Up to 2,000 mg (2 grams) of creatine are produced each day by the kidneys and liver. Another 1,000 mg to 2,000 mg (one gram to 2 grams) per day comes from the diet primarily from meat and fish. Creatine concentrates mostly in the large (skeletal) muscles, where it is involved in producing energy and moderating muscle fatigue. An adult of average weight (about 155 pounds) stores about 120,000 mg (120 grams) of creatine and uses about 2,000 mg (2 grams) every day. However, intensive exercise uses up creatine. It is believed that muscle stores of creatine are decreased dramatically during the first few seconds of exercise. Then, creatine stores gradually replenish over several minutes. As the muscles use energy, creatine is changed into a waste product known as creatinine, which is filtered into the urine by the kidneys. Creatine supplementation may increase the amount of creatine reserve up to 140,000 to 150,000 mg (140 grams to 150 grams), but any excess creatine is lost in the urine.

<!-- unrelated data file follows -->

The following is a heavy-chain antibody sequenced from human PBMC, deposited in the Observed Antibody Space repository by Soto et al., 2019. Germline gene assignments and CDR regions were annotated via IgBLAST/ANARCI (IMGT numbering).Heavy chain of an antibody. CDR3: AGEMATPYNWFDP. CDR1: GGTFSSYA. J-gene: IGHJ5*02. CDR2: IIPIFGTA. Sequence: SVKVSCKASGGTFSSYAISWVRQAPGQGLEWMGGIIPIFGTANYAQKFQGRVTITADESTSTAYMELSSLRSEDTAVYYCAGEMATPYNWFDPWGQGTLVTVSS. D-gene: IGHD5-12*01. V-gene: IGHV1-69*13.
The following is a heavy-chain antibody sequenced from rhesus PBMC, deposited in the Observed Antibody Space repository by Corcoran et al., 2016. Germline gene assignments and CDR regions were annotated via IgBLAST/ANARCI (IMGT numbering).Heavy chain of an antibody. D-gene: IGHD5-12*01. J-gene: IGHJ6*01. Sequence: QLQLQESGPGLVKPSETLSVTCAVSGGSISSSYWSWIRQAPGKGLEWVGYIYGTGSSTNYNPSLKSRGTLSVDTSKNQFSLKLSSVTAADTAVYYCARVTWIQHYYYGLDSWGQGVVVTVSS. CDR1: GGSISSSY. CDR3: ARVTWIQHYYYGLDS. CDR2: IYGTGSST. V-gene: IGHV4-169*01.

Supplemental creatine is manufactured artificially by reacting certain chemicals. It is usually sold as citrate, monohydrate, or phosphate salts, which may be easier for the body to use. Although some individuals feel that one salt is more beneficial than the others, no study evidence proves that any one of them works better than the others. Supplemental creatine should be labeled as "100% pure" or "free of impurities", because undesirable byproducts may be produced during manufacturing. Currently, the International Olympic Committee allows Olympic athletes to use creatine while competing in events.
Dosage and Administration